This report discusses the project results and lessons learnt to date for the UNSW Project, Integrating Industrial Black Silicon with High Efficiency Multicrystalline Solar Cells.
This project is focussed on enabling solar cells to more effectively absorb sunlight and thus produce more output power. Incurrent production technology some of the light incident ona solar cell is lost as reflection, essentially it bounces off the surface rather than being absorbed. To reduce this effect, the front surfaces are sculpted with a texture which deflects the reflected light back onto the cell surface, giving it a second chance to be absorbed. This is an effective strategy, however when integrated with cells many compromises in the shape of the texture occur to enable it to work with other parts of the device (e.g. the metal contacts). The goal of this project is to identify ways to use more advanced textures (black silicon) which are known to reduce reflection (in some cases to zero) but which do not currently work with modern manufacturing techniques. The project utilises advanced tools developed at the university to study the fundamental properties of the texture and collaborates with leading industry manufacturers to process these into cells.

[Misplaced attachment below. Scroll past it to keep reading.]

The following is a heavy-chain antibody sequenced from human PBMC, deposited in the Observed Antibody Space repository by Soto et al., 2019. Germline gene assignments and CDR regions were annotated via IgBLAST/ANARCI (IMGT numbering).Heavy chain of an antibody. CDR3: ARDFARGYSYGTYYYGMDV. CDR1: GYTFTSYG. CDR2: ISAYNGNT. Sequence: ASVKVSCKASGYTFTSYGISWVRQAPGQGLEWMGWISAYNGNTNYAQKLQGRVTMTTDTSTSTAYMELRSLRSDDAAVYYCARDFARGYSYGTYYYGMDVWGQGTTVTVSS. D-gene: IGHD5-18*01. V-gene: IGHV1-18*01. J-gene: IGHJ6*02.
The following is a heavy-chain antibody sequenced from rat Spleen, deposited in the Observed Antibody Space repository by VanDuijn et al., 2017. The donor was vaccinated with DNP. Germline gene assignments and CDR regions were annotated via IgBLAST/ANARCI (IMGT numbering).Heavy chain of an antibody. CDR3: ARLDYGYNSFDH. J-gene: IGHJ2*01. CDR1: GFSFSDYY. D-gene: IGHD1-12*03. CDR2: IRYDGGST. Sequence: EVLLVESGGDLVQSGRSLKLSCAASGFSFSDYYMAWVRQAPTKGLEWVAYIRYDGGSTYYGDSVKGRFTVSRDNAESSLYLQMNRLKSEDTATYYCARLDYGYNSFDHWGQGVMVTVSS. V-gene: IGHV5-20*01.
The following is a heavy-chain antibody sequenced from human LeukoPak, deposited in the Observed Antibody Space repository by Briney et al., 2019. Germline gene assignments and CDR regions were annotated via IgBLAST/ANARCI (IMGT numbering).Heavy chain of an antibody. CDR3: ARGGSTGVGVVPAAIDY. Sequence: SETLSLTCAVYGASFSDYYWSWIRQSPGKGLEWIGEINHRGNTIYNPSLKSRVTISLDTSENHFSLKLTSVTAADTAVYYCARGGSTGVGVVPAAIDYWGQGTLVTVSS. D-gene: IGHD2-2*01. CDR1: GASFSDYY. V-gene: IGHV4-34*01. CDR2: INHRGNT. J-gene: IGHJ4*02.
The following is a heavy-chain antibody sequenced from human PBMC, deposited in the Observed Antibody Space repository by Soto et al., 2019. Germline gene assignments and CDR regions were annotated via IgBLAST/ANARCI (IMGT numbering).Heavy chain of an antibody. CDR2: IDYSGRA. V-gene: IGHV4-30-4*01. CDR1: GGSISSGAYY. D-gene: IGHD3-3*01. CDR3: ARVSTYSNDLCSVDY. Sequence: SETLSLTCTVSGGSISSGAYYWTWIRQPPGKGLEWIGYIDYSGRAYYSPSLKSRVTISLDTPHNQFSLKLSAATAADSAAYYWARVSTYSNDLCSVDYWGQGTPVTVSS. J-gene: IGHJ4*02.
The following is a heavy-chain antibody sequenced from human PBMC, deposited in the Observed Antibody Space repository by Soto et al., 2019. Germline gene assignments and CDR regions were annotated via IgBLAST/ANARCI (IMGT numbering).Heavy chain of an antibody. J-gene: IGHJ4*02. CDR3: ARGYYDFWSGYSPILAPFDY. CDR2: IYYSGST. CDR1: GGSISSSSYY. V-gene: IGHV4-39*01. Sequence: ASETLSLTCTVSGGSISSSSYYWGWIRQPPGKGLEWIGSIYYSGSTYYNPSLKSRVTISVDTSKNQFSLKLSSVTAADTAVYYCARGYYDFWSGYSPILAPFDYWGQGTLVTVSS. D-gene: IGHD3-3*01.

This report marks the halfway point for the project. The project has created several new measurement and computer simulation techniques which allow the black silicon textures to be studied in detail. It has used these techniques to identify the causes of poor integration of the more advanced types of texture with higher performing solar cells and has begun to develop solutions to overcome these limitations.